Qualitative research is basically the use of interviews or the observation of behavior in a group of people to determine what the group's needs are so that the organizations can develop products that will meet these needs. Qualitative researchers use a variety of methods in their research to collect data that is qualitative. Qualitative researchers are interested in how people from different types of organizations view a given set of issues or problem, how employees and workers view work, learning, the environment, production, customer service, and waste management.
Qualitative research uses quantitative data acquired from the qualitative researcher from first hand observation, interviews, surveys, focus groups, questionnaires, diary and participant observation. The quantitative data are normally non-numeric. Some examples include case studies, which involve case studies of a specific situation. Qualitative researchers rely mainly on non-parametric statistics such as survey studies, qualitative methodologies such as the MAST program ( Module for the Study of Qualitative Research) and theory-based methods such as Qualitative Theory Based Research (TBT).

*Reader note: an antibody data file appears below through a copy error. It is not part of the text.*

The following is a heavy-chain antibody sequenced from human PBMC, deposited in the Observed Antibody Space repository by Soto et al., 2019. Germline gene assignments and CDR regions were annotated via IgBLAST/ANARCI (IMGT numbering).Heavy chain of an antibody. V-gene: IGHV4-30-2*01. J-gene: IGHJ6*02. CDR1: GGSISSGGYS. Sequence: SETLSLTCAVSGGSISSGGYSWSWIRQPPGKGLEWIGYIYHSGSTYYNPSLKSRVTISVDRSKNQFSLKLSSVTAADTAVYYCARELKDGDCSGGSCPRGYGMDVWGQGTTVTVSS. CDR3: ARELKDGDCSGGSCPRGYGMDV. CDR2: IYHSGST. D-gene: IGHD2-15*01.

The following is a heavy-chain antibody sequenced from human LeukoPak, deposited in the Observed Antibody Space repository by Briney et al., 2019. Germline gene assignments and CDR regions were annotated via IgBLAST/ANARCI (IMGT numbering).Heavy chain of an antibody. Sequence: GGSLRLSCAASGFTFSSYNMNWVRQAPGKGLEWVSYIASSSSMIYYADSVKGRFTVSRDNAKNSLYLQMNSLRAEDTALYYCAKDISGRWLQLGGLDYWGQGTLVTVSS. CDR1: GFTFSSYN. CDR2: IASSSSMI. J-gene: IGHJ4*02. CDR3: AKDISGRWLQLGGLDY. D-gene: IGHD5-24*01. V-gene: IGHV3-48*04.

There is no problem using qualitative data because they are both descriptive and predictive. For example, data on qualitative research often reflects what people think, rather than what they actually do. However, sometimes it can be very difficult to analyze quantitative data from qualitative data because of the incompleteness, or otherwise high subjectivity, of the qualitative data. Qualitative researchers have to make a very good use of statistical analysis tools such as sampling techniques and multivariate analysis to correct for sample effects and to ensure that the data presented are consistent with prior expectations.